The show features Lymon’s original musical arrangements in collaboration with John Mapes, a director from Chino Hills, California. Mapes’ and his ensemble are currently the international champions in the scholastic World Class division.
“The arrangements are based on electronic dance music artist Björk’s song called ‘Scatter Heart,’ Lymon said. “The arrangements are really creepy and indicative of a cinematic setting. We are essentially trying to creating this heightened theatrical experience that is as close to the point of cinema as possible.”
Lymon said the group is exploring new musical territory in this show that he believes will give them the upper hand in terms of creativity. He explained that they eliminated guitars and added more synthesizers- elements that are foreign to the percussion idiom.
“Over the course of four days, the judging panel will see upwards of 300 groups, so we really have to solidify some of your real estate and be unique and memorable,” he said.
While the excitement of a new season certainly has students and directors eager to start competing, it’s not just the performances that make indoor percussion special to all involved.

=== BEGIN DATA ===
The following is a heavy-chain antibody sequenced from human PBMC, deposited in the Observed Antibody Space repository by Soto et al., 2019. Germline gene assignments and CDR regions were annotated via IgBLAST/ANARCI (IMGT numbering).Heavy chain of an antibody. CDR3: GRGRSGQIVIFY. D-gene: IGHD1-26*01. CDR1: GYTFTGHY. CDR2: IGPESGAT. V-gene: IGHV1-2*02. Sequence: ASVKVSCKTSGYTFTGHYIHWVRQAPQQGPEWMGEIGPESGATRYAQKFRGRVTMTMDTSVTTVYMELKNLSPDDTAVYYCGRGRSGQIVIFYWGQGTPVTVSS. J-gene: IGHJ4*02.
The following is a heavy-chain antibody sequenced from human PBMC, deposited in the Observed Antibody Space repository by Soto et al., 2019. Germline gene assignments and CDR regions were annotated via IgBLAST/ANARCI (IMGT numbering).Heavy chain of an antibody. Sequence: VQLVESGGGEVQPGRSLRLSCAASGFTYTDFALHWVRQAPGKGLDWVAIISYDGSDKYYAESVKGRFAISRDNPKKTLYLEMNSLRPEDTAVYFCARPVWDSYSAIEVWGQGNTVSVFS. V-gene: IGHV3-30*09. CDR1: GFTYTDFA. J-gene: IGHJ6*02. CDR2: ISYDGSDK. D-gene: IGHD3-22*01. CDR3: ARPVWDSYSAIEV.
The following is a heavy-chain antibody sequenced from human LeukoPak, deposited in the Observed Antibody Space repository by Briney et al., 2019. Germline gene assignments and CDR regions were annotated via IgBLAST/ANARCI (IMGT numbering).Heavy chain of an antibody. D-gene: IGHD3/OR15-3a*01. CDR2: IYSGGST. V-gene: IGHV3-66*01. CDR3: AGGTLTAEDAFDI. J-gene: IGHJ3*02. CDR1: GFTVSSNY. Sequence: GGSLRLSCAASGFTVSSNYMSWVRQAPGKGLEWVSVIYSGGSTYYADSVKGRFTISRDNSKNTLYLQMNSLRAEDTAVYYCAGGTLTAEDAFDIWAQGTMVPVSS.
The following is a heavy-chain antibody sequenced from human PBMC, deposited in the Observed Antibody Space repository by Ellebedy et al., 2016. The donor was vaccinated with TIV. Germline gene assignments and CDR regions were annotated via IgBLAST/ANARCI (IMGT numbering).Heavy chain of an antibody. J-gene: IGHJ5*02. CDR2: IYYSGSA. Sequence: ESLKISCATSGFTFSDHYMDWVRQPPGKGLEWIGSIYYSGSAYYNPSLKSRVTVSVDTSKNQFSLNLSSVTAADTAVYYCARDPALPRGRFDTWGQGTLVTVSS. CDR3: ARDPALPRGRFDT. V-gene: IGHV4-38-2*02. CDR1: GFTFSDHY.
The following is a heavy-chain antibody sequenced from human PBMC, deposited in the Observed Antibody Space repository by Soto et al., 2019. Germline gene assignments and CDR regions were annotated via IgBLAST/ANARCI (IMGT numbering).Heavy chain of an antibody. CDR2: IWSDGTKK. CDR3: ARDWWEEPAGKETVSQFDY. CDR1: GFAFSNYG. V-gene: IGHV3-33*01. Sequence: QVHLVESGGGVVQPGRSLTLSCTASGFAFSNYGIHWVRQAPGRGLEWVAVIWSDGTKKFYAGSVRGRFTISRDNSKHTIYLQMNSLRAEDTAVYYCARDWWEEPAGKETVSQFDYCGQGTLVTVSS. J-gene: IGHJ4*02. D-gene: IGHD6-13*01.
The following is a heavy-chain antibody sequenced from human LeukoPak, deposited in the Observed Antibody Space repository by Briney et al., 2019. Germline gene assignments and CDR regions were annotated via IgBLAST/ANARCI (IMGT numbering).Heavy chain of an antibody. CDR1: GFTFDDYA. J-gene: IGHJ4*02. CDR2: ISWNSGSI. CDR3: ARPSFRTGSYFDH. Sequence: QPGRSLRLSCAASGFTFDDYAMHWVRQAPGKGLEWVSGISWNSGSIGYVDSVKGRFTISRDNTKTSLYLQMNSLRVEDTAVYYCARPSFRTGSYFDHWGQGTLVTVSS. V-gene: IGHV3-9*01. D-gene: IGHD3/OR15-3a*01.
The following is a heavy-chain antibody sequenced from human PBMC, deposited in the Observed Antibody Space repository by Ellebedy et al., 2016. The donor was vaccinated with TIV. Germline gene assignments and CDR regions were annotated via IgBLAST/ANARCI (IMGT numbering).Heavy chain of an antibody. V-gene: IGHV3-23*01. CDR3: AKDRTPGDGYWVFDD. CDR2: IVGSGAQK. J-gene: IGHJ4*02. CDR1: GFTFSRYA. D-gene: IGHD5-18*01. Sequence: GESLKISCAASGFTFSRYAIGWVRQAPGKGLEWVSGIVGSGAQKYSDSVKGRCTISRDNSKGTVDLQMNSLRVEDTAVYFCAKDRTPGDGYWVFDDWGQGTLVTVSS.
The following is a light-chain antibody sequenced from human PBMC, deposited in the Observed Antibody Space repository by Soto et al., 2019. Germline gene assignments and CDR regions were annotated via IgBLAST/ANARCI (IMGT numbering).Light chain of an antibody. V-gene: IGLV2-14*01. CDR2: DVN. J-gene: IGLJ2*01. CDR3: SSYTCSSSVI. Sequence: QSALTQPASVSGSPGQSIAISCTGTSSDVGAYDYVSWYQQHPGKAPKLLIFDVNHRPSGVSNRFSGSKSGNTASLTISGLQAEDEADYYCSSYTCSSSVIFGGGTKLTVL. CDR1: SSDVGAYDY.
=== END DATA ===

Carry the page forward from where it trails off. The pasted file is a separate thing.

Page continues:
“For me, it’s a mission,” Lymon said. “The life I live today is afforded to me because of this kind of activity, in that I had a leader that made sure that I was going to be set up for success.”
Apart from the competition, creative elements and performances, Lymon said that he is most excited for the opportunity to see his students grow over the course of the season.
“It is truly amazing to watch a student go from sixth grade, to standing in front of 20,000 people with the utmost confidence,” he said. “These students will develop skills that help to make them employable and upstanding citizens of their own communities and, at the end of the day, will help them become something greater than they could ever conceive.”
In addition, percussionist and Petal alumna Juliana Martinez said that it was also the lifelong friendships she developed throughout her time in the ensemble that made indoor percussion special.
“As I stepped in to more of a leadership role, I realized more and more each day how close of a family we all were to each other,” she said.
Martinez was a member of Petal High School’s indoor percussion group for five years, first joining when she was in the eighth grade.
Students in indoor percussion spend a minimum of 24 hours each week rehearsing together. Often times, rehearsals can last upwards of twelve hours in one day.
“The students spend more waking hours with each other than they do with their families during this season,” Lymon said. “Because of that, the members of the group become family to each other.”
Lymon said that he believes the group this year is the best group to date at Petal High School in regards to talent, however talent and rankings are not representative of success in his opinion.
“It can be easy to attribute success to the numbers we’re given at competitions, when really that is only a small part of it,” he said. “The skills and values we gain throughout a season far outweigh any numbers or scores.”